Wednesday, January 13, 2021

Super Star Children's Book Reviews: Little Libraries, Big Heroes

Welcome to the monthly children’s book review feature with a focus on diverse books here at Bird Meets Worm! My team of reviewers—Joan Charles, Laurie L. Young, Sarah Orgill—and I are so excited to be championing books celebrating everything from gender diversity, people of color, the LGBTQ community to ethnic, cultural and religious minorities, people with disabilities and developmental challenges to controversial topics, unique family situations and anything and everything I did not include. It is to say we take a rightfully broad view of diversity! We aim to shine a light on books that bring both familiar experiences to those who do not often see themselves represented in books and new experiences to those looking to expand their worldview. Here at Bird Meets Worm we believe in the power of story to build empathy and thus a better world for you and me and everyone. Look for a new review on the second Wednesday of every month.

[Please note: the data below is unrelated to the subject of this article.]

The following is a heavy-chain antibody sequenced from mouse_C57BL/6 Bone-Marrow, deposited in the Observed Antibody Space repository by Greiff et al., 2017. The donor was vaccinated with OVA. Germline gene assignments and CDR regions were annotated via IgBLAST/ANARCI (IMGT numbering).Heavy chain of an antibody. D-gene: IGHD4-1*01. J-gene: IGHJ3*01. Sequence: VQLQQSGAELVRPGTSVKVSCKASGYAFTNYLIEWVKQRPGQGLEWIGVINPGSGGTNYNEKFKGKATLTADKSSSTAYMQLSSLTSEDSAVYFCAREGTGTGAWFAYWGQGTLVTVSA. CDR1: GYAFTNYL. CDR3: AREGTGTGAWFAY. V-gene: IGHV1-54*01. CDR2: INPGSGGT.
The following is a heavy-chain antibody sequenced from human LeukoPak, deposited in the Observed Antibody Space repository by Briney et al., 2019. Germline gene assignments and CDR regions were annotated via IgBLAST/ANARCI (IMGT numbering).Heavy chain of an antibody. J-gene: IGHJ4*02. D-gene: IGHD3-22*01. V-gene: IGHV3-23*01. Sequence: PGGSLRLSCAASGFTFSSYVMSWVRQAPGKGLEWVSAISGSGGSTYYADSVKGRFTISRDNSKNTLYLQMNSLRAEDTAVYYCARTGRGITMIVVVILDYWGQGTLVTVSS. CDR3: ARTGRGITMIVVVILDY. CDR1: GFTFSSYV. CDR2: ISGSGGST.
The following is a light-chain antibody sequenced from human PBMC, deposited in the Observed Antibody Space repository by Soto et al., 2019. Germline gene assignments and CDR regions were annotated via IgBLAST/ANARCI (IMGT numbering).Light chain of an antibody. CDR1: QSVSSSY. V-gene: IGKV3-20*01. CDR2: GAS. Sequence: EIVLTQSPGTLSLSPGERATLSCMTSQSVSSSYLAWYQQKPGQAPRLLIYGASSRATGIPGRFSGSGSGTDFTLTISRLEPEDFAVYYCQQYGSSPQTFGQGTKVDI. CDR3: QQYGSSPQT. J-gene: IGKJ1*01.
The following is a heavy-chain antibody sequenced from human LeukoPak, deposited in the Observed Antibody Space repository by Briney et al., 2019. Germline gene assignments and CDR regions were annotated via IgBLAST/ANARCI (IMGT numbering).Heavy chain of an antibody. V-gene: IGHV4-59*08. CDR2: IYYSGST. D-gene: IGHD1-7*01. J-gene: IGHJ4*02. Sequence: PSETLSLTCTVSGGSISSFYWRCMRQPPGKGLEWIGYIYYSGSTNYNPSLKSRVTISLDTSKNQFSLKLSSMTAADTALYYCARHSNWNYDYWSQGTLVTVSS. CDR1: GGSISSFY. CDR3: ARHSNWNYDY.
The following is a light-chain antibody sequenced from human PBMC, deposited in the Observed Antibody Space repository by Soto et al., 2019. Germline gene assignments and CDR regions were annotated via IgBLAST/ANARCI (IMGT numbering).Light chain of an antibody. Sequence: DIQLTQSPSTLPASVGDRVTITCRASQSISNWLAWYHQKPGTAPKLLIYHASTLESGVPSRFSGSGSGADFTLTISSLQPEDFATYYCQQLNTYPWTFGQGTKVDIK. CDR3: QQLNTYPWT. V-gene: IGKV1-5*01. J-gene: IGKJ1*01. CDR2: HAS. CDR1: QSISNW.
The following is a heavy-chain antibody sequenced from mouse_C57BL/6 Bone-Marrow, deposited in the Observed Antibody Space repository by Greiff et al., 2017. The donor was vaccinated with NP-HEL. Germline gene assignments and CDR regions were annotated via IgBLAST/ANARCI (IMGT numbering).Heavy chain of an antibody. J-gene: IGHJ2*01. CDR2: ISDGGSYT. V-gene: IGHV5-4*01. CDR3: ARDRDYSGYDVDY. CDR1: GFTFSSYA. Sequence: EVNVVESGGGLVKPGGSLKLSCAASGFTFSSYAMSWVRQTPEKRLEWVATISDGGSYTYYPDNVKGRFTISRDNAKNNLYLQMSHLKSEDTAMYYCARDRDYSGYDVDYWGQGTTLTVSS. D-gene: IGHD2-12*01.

LITTLE LIBRARIES, BIG HEROES
By Miranda Paul • Illustrated by John Parra
Picture Book (ages 4-7) • 40 pages
Published by Houghton Mifflin Harcourt • 2019
ISBN: 978-0-5448-0027-4


Little Libraries, Big Heroes is the extraordinary story of an ordinary man who started a movement in his own front yard that eventually spread throughout the world.

Author Miranda Paul and illustrator John Parra have concocted a colorful, inspiring biography of Todd Bol, the creator of the Little Free Library movement. More than anything, Todd’s story is a celebration of books, reading, community, and the power of one person to create change.